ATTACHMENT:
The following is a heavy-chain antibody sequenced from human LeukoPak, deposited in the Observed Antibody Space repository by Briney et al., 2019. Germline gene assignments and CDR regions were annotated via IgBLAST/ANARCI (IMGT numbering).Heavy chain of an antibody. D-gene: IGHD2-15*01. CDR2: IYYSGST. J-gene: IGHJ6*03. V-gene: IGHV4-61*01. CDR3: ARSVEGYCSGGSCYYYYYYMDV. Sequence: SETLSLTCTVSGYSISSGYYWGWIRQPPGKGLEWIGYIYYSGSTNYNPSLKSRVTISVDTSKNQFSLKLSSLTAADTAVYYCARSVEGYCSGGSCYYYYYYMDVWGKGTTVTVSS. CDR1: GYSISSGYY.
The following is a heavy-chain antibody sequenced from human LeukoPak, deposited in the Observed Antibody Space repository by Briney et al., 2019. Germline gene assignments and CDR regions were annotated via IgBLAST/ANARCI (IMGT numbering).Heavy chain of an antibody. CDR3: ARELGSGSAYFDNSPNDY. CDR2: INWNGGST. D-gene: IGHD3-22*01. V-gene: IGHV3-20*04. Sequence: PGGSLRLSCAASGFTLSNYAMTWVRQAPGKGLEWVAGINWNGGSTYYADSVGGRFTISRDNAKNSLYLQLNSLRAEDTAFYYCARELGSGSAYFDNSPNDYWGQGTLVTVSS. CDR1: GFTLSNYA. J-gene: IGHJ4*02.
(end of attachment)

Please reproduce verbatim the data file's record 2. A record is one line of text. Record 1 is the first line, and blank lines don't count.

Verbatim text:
The following is a heavy-chain antibody sequenced from human LeukoPak, deposited in the Observed Antibody Space repository by Briney et al., 2019. Germline gene assignments and CDR regions were annotated via IgBLAST/ANARCI (IMGT numbering).Heavy chain of an antibody. CDR3: ARELGSGSAYFDNSPNDY. CDR2: INWNGGST. D-gene: IGHD3-22*01. V-gene: IGHV3-20*04. Sequence: PGGSLRLSCAASGFTLSNYAMTWVRQAPGKGLEWVAGINWNGGSTYYADSVGGRFTISRDNAKNSLYLQLNSLRAEDTAFYYCARELGSGSAYFDNSPNDYWGQGTLVTVSS. CDR1: GFTLSNYA. J-gene: IGHJ4*02.